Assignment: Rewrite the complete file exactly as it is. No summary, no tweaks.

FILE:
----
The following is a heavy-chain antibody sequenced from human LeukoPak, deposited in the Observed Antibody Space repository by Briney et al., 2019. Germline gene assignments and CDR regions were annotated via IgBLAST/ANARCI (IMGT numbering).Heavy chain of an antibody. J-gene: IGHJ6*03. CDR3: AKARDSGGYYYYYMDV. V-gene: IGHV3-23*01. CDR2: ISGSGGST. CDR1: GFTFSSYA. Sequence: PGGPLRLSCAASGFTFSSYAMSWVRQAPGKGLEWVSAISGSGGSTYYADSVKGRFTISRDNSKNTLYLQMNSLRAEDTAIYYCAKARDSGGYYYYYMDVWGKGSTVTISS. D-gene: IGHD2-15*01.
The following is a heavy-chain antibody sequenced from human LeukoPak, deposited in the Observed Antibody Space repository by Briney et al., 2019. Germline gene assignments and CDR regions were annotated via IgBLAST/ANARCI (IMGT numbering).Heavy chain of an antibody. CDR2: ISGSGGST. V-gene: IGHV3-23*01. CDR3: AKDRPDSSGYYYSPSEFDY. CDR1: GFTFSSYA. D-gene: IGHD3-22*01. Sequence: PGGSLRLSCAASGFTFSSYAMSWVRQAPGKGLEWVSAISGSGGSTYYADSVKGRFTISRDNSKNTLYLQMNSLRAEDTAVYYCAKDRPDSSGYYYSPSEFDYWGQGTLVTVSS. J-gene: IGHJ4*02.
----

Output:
The following is a heavy-chain antibody sequenced from human LeukoPak, deposited in the Observed Antibody Space repository by Briney et al., 2019. Germline gene assignments and CDR regions were annotated via IgBLAST/ANARCI (IMGT numbering).Heavy chain of an antibody. J-gene: IGHJ6*03. CDR3: AKARDSGGYYYYYMDV. V-gene: IGHV3-23*01. CDR2: ISGSGGST. CDR1: GFTFSSYA. Sequence: PGGPLRLSCAASGFTFSSYAMSWVRQAPGKGLEWVSAISGSGGSTYYADSVKGRFTISRDNSKNTLYLQMNSLRAEDTAIYYCAKARDSGGYYYYYMDVWGKGSTVTISS. D-gene: IGHD2-15*01.
The following is a heavy-chain antibody sequenced from human LeukoPak, deposited in the Observed Antibody Space repository by Briney et al., 2019. Germline gene assignments and CDR regions were annotated via IgBLAST/ANARCI (IMGT numbering).Heavy chain of an antibody. CDR2: ISGSGGST. V-gene: IGHV3-23*01. CDR3: AKDRPDSSGYYYSPSEFDY. CDR1: GFTFSSYA. D-gene: IGHD3-22*01. Sequence: PGGSLRLSCAASGFTFSSYAMSWVRQAPGKGLEWVSAISGSGGSTYYADSVKGRFTISRDNSKNTLYLQMNSLRAEDTAVYYCAKDRPDSSGYYYSPSEFDYWGQGTLVTVSS. J-gene: IGHJ4*02.